Turkish Prime Minister Tayyip Erdogan offered what the government described as unprecedented “condolences” for the killing of Armenians in the First World War. The “apology” however is likely to be viewed as manifestly inadequate for those who have long demanded that Turkey acknowledge the killings as “genocide.” There remains a sharp historical debate over the killings though countries like France tried to end that debate by criminalizing arguments that this was not a genocide. The overwhelming world opinion however is that this was genocide and that Turkey continues to offer a revisionist history to its students and citizens. This statement comes as the country approaches the 100th anniversary of the killings next year. Turkey continues to deny that 1.5 million people were killed in 1915.
Erdogan expressed regret over the “shared pain” of the 1915 killings — something that is likely to be viewed by Armenians as falsely equating the level of injury between those who killed innocent civilians and the survivors of those victims. Various countries have labeled the deaths as genocide.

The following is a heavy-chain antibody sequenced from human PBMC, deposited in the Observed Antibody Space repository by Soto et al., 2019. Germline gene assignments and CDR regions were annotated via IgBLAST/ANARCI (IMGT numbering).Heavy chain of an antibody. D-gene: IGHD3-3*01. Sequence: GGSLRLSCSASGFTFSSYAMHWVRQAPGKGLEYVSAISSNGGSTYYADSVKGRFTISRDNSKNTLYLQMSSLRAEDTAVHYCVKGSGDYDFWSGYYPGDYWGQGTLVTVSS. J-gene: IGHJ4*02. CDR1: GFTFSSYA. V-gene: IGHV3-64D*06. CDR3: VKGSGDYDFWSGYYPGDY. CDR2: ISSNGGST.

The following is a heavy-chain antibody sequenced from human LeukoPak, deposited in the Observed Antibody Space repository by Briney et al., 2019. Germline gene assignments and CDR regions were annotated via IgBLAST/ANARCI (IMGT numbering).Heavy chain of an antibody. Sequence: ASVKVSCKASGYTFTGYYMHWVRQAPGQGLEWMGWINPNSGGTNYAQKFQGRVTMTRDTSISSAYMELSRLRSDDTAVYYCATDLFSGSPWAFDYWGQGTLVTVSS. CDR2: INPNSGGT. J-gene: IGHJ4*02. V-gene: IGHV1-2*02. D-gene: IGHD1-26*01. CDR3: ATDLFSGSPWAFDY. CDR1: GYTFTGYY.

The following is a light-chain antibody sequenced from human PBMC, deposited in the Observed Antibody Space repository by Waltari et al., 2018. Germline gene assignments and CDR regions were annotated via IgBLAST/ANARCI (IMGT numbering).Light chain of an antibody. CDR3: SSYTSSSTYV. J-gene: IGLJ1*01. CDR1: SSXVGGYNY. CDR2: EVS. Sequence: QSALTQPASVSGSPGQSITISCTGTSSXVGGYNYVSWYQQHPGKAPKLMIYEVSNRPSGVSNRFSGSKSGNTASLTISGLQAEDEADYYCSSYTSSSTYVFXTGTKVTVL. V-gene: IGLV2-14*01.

Erdogan said “[i]t is with this hope and belief that we wish that the Armenians who lost their lives in the context of the early 20th century rest in peace, and we convey our condolences to their grandchildren . . Having experienced events which had inhumane consequences – such as relocation – during the First World War, should not prevent Turks and Armenians from establishing compassion and mutually humane attitudes among towards one another.” However, he appeared to suggest that Turkey, a Muslim country, is being unfairly treated for the deaths of Armenians who are Christian. He insisted that “[u]sing the events of 1915 as an excuse for hostility against Turkey and turning this issue into a matter of political conflict is inadmissible.”
It is interesting to see how Turkey views these remarks as a breakthrough and unprecedented. I cannot imagine that Armenians will share that view.
Source: Globe and Mail